Exploring the Use of Self-Compassion in the Transition to Motherhood: A Thematic Analysis

Prof Doc Thesis

Felton, B. 2021. Exploring the Use of Self-Compassion in the Transition to Motherhood: A Thematic Analysis. Prof Doc Thesis University of East London School of Psychology https://doi.org/10.15123/uel.8993y
AuthorsFelton, B.
TypeProf Doc Thesis

Objectives: Self-compassion has been shown to improve emotional wellbeing and act as a buffer against psychological issues. First-time mothers, who are at high risk of developing distress and psychological issues in the transition to motherhood, particularly in the first year after childbirth, could benefit greatly from this skill. Research into self-compassion among new mothers is currently very limited, however, the existing studies have shown the benefits of this skill and recommended self-compassion to be used in intervention and prevention strategies for perinatal mental health issues. This research aimed to explore how self-compassion is practised by first-time mothers in the transition to motherhood in order to learn from this group and implement practical strategies for new mothers who may struggle with self-compassion.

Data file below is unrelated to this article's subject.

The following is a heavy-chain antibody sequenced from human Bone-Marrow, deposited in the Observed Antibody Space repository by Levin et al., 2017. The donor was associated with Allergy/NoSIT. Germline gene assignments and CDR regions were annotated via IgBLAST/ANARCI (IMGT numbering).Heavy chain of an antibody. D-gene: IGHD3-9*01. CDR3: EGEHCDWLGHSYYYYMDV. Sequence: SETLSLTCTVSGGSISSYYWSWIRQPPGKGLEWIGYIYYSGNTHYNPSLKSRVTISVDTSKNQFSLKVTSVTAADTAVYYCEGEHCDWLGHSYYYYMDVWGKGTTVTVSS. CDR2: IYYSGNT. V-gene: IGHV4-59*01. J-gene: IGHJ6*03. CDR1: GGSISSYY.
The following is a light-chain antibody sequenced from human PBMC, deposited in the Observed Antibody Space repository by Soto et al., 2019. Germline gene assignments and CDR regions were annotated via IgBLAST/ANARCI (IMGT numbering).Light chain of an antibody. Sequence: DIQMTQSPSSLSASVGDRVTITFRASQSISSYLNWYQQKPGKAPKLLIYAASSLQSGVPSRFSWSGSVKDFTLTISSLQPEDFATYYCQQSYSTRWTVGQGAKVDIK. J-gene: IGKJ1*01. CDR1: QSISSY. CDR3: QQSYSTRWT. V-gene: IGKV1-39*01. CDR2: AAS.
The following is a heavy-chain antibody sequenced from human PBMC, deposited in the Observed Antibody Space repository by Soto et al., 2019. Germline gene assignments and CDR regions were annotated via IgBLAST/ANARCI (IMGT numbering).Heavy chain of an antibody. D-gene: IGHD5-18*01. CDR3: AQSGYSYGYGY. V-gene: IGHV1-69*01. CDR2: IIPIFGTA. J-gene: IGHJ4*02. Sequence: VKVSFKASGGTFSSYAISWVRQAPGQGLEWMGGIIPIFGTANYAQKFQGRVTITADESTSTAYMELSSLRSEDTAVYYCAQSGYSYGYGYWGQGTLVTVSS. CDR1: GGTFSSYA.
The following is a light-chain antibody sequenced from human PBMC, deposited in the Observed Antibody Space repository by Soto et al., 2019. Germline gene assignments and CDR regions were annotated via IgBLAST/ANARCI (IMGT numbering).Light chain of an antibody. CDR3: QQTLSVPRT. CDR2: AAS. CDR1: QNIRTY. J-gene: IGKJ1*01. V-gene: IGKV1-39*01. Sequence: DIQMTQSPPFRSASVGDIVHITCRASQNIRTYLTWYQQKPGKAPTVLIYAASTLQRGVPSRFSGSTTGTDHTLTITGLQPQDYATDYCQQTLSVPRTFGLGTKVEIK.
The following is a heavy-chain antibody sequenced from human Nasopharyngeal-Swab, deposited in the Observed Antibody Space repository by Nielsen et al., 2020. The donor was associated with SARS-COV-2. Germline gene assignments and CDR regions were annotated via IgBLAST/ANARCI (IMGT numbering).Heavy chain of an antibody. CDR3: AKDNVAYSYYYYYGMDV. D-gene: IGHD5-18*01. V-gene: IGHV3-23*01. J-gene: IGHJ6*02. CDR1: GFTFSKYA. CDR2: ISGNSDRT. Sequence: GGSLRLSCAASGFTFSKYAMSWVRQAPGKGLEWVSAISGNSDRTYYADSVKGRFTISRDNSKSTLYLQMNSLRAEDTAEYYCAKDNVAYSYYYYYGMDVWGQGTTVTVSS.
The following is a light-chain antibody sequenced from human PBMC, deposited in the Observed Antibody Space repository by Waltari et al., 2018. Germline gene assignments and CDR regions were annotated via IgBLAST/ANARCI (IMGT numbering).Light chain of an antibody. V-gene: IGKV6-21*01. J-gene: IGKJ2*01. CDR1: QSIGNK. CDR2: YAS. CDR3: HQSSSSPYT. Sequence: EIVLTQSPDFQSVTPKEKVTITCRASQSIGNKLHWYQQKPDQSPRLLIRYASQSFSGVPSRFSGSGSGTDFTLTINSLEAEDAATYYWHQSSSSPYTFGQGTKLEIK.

Design: Data from eleven first-time mothers, who identified as practising self-compassion, was collected through individual semi-structured interviews. The participants’ ages were between 32 and 40 years and reported no symptoms of current psychological issues. The age of the participants’ babies ranged from 6-24 months.
Methods: Thematic Analysis was used to analyse the transcribed interview data and critical realist epistemology was used.
Findings: Three themes that emerged from the data were: ‘the building blocks of self-compassion’, ‘sudden changes and initial difficulties of maternity could block self-compassion’ and ‘becoming self-compassionate while embracing motherhood’. The subthemes are discussed under each theme, explaining the use of self-compassion by the participants.
Conclusions: The findings clearly indicate that first-time mothers are likely to struggle with self-compassion in early motherhood due to several practical and emotional barriers. However, changing their perspective about motherhood, the babies’ growth and other people’s support appeared to allow the participants to become more self-compassionate. This study has a strong potential to be a guide to enhance interventions in Counselling Psychology, as well as improve services working with new and expectant mothers, as recommended in the implications.

KeywordsSelf-compassion; first-time mothers; new mothers; postpartum; maternal challenges
PublisherUniversity of East London
Digital Object Identifier (DOI)https://doi.org/10.15123/uel.8993y
File Access Level
Publication dates
Online20 Jul 2021
Publication process dates
Submitted12 Feb 2021
Deposited20 Jul 2021
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